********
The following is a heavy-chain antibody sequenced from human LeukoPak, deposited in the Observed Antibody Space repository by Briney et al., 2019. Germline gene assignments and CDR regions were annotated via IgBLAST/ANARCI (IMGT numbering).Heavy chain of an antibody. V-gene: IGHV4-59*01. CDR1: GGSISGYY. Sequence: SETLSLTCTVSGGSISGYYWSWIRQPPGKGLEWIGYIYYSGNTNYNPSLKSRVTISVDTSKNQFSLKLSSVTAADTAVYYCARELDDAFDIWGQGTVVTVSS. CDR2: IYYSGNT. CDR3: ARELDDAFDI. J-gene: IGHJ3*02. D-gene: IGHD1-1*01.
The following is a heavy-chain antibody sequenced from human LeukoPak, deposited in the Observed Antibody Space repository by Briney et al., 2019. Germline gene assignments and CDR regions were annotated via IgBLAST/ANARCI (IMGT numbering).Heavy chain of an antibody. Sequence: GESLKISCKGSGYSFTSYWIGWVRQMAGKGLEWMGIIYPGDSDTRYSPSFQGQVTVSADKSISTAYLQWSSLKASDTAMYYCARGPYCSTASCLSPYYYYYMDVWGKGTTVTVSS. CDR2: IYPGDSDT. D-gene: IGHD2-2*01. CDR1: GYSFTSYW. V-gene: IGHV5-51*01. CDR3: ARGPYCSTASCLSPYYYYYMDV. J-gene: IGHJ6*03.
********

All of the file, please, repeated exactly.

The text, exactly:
The following is a heavy-chain antibody sequenced from human LeukoPak, deposited in the Observed Antibody Space repository by Briney et al., 2019. Germline gene assignments and CDR regions were annotated via IgBLAST/ANARCI (IMGT numbering).Heavy chain of an antibody. V-gene: IGHV4-59*01. CDR1: GGSISGYY. Sequence: SETLSLTCTVSGGSISGYYWSWIRQPPGKGLEWIGYIYYSGNTNYNPSLKSRVTISVDTSKNQFSLKLSSVTAADTAVYYCARELDDAFDIWGQGTVVTVSS. CDR2: IYYSGNT. CDR3: ARELDDAFDI. J-gene: IGHJ3*02. D-gene: IGHD1-1*01.
The following is a heavy-chain antibody sequenced from human LeukoPak, deposited in the Observed Antibody Space repository by Briney et al., 2019. Germline gene assignments and CDR regions were annotated via IgBLAST/ANARCI (IMGT numbering).Heavy chain of an antibody. Sequence: GESLKISCKGSGYSFTSYWIGWVRQMAGKGLEWMGIIYPGDSDTRYSPSFQGQVTVSADKSISTAYLQWSSLKASDTAMYYCARGPYCSTASCLSPYYYYYMDVWGKGTTVTVSS. CDR2: IYPGDSDT. D-gene: IGHD2-2*01. CDR1: GYSFTSYW. V-gene: IGHV5-51*01. CDR3: ARGPYCSTASCLSPYYYYYMDV. J-gene: IGHJ6*03.